Prices are collected for individual items within each basic heading to compute national annual average prices. At the regional level, each regional implementing agency works closely with the national implementing agencies to develop a list of regional items that are both representative of the economies’ consumption patterns as well as comparable across economies within the region. At the global level, the Global Office works closely with the regional implementing agencies to develop a list of global core items that are comparable and representative across all regions and that are priced by all participating economies. The 2017 global core list for household final consumption expenditure included 651 items, including 7 for education and 13 for housing rents, while consumption expenditure by government covered 34 government occupations, and gross fixed capital formation covered 165 construction items, including materials, labor wages and equipment hire, and 107 machinery and equipment items. Furthermore, many economies sourced some of their ICP prices from their CPI, so data collection for the two statistical exercises could sometimes take place concurrently.
ICP data requirements stipulate that all average prices reported by countries and used in PPP calculations be nationally representative annual average prices. Brief information on the survey framework for price collection in each participating economy is available in the ICP 2017 report, and additional details are available on the ICP website.
The 2017 cycle maintained the methods and processes of the ICP 2011 cycle. The ICP 2017 strengthened data quality assurance approaches and introduced a fully documented and more transparent process for computing results at the global level.
The ICP will continue to evolve and adapt to a changing economy, reflecting the rapid changes taking place across the world, not only in what people buy but in which outlets and platforms they make their purchases, and complementing traditional surveys with new data sources such as scanner data and web scraping. Country participation in the program will also increase to leave no country behind. This is especially true for countries that are fragile and those that are affected by conflict and violence.
Market exchange rate-converted GDP and its component expenditures do not accurately measure the relative sizes of economies and their levels of material well-being. Large differences in price levels exist across economies and market exchange rates do not normally reflect the relative purchasing power of one currency in another economy. Overall price levels are normally higher in high-income economies than they are in low-income economies, mostly because of the large differences in price levels between high-income economies and low-income economies for non-traded products. If no account is taken of the larger price level differences for non-traded products when converting GDP to a common currency, the size of high-income economies with high price levels will be overstated and the size of low-income economies with low price levels will be understated. No distinction is made between traded products and non-traded products when market exchange rates are used to convert GDP to a common currency: the rate is the same for all products. PPP-converted GDP does not have this bias because PPPs account for the different price levels of traded products and non-traded products. Thus, PPPs are more appropriate for comparing the output of economies and the average material well-being of their inhabitants, by controlling for price level differences across economies.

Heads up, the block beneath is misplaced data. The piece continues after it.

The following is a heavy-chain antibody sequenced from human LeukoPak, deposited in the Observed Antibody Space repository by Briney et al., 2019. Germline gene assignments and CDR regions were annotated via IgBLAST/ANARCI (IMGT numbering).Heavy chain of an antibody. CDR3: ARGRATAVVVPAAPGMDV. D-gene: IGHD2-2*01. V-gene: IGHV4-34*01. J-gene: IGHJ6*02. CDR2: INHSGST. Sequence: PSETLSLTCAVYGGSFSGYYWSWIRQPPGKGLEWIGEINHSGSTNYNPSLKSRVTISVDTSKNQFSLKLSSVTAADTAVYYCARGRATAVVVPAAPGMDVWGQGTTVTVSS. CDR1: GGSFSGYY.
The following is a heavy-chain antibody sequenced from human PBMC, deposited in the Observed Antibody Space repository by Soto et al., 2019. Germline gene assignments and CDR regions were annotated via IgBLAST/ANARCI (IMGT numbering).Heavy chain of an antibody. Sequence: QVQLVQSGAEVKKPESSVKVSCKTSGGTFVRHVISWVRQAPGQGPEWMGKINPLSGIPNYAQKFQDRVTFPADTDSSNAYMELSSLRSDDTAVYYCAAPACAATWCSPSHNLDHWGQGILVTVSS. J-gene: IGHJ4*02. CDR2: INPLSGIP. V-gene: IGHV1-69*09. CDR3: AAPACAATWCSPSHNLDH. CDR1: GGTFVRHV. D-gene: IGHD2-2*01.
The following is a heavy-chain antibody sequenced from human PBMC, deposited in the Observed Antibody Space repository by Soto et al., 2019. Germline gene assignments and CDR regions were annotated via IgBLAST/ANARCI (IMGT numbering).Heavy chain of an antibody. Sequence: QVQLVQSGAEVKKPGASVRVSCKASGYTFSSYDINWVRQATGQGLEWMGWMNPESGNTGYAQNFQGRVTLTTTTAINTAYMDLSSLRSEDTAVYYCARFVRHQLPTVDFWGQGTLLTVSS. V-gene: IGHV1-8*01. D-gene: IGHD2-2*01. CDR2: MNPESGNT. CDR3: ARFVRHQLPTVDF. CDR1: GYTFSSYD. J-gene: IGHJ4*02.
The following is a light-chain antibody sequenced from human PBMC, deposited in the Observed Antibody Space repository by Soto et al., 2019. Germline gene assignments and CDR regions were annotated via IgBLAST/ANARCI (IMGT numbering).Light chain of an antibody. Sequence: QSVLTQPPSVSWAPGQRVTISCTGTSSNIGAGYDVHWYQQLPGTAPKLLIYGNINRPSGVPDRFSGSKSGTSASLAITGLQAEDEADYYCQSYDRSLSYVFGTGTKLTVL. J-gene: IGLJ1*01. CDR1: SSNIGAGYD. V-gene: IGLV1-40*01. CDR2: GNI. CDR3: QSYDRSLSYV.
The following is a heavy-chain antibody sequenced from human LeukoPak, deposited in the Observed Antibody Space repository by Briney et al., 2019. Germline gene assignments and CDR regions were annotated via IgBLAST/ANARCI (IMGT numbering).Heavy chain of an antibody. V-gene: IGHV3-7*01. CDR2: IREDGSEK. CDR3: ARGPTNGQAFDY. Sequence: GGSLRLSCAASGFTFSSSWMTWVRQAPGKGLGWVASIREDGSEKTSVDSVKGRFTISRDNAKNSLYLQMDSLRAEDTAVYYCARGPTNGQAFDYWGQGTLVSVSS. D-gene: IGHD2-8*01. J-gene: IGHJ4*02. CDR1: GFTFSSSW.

PPPs are designed specifically to make international comparisons of GDP and capture the differences between the cost of a given bundle of goods and services in different economies. They are not designed to compare investment flows, international trade, foreign currency reserves or migrants’ remittances. These comparisons should be made with market exchange rates which balance the supply and demand of international currencies.
ICP results are a global public good and are used for research and analysis, indicator compilation, policy-making, and administrative purposes at the global, regional, and national levels. They are used in indicators to monitor progress towards achieving the Sustainable Development Goals (SDGs) and the World Bank’s twin goals of ending extreme poverty and promoting shared prosperity. The United Nations’ Human Development Index, the World Economic Forum’s Global Competitiveness Index, the Gates Foundation’s Goalkeepers Report, the International Labour Organization’s Global Wage Report, and the World Bank’s Worldwide Bureaucracy Indicators also rely on ICP PPPs. Both the International Monetary Fund and the OECD use PPPs in estimates of regional and world output and growth in their respective publications, World Economic Outlook and Economic Outlook. The European Commission uses them for the allocation of structural and cohesion funds, while the International Bank for Reconstruction and Development and the International Monetary Fund both rely on the GDP in PPP terms of economies to determine their shareholding and drawing rights.
PPPs underly indicators used to monitor progress towards achieving the Sustainable Development Goals (SDGs). PPPs are used for monitoring how far the world has come in achieving no poverty (SDG 1), zero hunger (SDG 2), good health and well-being (SDG 3), quality education (SDG 4), affordable and clean energy (SDG 7), decent work and economic growth (SDG 8), better industry, innovation, and infrastructure (SDG 9), and reduced inequalities (SDG 10).
ICP PPPs are one of five data sources that are used to compute the incidence of poverty using the “dollar a day” poverty line methodology. As of May 2020, the World Bank is assessing the impacts of 2017 PPPs on the international poverty line and global poverty measures, and will evaluate this against the recommendations of the Atkinson Commission Report on Global Poverty (2016).